And then…

I went to a conference for women this past weekend and I had TONS of thoughts and ideas about ministry, family and life go through my head.  There was one phrase that I just couldn't shake…stop mourning and celebrate.

I mourn that my daughter doesn't have "friends" her age.
I mourn that my daughter was overwhelmed at the father and daughter dance because it was too loud.
I mourn that Emma Grace (my almost 13 year old daughter) plans to always have a room for her sister in her house when she is married.  (I know it is sweet and amazing, but it is also sad.)
I mourn that Jacob, Emma Grace and Zoey have to gauge their sister's mood before they joke around and sometimes even speak to her.  
I mourn that my daughter will not go to homecoming or prom.
I mourn that my daughter will not experience life as a college student.
I mourn that my daughter will never experience what it feels like to fall in love.
I mourn that my daughter will never have a wedding.
I mourn that my daughter will not be a mother.
I mourn that Scott and I will not be empty nesters.  (selfish, I know)

I am tired of mourning the never.  I want to celebrate who she is and what she can do.  

"For You formed my inward parts;

You wove me in my mother’s womb.
I will give thanks to You, for I am fearfully and wonderfully made;
Wonderful are Your works,
And my soul knows it very well.
My frame was not hidden from You,
When I was made in secret,
And skillfully wrought in the depths of the earth;
Your eyes have seen my unformed substance;

And in Your book were all written
The days that were ordained for me,
When as yet there was not one of them."

Psalm 139: 13-16

My daughter is perfect.  

She may not experience the same life experiences as Emma Grace.  

Scottie is perfect.  

She experiences life differently, but that does not make it less of a life.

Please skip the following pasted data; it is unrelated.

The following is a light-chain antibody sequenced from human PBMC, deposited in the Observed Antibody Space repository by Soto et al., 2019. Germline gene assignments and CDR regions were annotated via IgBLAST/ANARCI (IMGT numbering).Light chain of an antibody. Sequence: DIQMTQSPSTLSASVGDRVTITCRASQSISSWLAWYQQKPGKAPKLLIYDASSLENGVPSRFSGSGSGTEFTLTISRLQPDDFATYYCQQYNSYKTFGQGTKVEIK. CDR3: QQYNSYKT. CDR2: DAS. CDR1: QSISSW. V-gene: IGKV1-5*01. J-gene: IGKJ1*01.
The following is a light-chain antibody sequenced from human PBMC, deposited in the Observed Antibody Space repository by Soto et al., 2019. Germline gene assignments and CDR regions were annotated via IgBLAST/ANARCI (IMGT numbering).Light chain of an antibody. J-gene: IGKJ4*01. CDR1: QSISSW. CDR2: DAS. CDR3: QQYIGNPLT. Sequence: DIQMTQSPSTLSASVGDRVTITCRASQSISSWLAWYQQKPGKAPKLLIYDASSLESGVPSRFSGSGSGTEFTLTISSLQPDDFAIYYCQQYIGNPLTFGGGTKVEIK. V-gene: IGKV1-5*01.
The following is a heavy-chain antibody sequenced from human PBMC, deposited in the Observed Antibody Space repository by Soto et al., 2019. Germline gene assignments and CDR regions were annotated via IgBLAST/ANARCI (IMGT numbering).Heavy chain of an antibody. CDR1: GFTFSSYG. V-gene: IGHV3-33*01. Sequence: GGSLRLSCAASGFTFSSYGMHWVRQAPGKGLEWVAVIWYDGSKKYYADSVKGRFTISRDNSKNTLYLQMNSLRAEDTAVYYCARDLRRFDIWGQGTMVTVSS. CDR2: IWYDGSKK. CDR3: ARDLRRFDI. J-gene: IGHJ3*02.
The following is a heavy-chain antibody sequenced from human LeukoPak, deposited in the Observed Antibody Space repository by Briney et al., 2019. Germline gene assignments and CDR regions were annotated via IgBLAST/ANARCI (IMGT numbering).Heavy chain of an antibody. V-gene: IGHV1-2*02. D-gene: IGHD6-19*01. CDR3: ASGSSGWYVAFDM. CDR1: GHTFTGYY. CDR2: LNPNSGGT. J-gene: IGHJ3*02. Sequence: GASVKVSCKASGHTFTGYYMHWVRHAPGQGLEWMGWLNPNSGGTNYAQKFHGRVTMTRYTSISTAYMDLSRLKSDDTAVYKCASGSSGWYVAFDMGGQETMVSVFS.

She loves differently, but she doesn't love less.  

She sees the world differently, in fact she sees more.  

How do I shift my feelings and thoughts from mourning the nevers and celebrate the what is and what can be?  
Today, I choose to believe that God has a plan for her life.  That plan is beautiful, amazing and FULL.  She will not have less of a life, but rather her life will enrich the lives of those she loves.  I celebrate my daughter because her Creator knitted her together wonderfully.

If I want her family and the world to celebrate Scottie, then it must start with me.

Today, I will stop mourning and CELEBRATE!.



Saturday, January 11, 2014

We Took a Step

We did it.  We finally did it.  We took a HUGE step of faith.  It was frightening.  It was blessed by God and He (like only He does) confirmed that we made the right choice.

Here is the story…the AWEsome story:

We have a beautiful, amazing 9 year old daughter, Scottie.  Scottie was diagnosed with PDD-NOS last March and is intellectually disabled (MR).  Things have always been harder with Scottie and unfortunately not having a proper diagnosis for 9 years complicated our journey.  This last year has been one of our hardest and it brought two huge challenges.

1.)  She has been harder to parent.  She has thrown more tantrums in the last year than she has her entire life.  She has become increasingly more sensitive to her environment and situations, obsessive compulsive, inattentive, and anxious.  As we try to figure out how to maintain a peaceful home and adequately care for our other children, we have had to come to terms with what we have been doing for Scottie, up until now, is no longer working.  It isn't enough.  She needs more.

2.)  We have been at odds with her school.  We felt like they were shoving her into the most restrictive environment before they really explored all other options.  There are so many things that they haven't tried.  We have had to fight…and fight…and fight.  I have created binders full of every medical and educational evaluation, ARD paperwork, and IEPs.  We are the parents consulting with an advocate and recording every meeting we have with the school.  We were forced to acknowledge that what we have been doing for Scottie is no longer working.  It isn't enough.  She needs more.

One of the huge hurdles we have is money…no big surprise.  Money is required for therapy.  Money is required to send her to a school that specializes in children with autism.  Scott works hard to provide for our family, but he isn't going to "get rich" while in ministry.  I have a part time job that I love, but I am not going to make enough money to send Scottie to occupational therapy or to see a behavior therapist.  Insurance is terrible.  It just seemed hopeless…we felt helpless.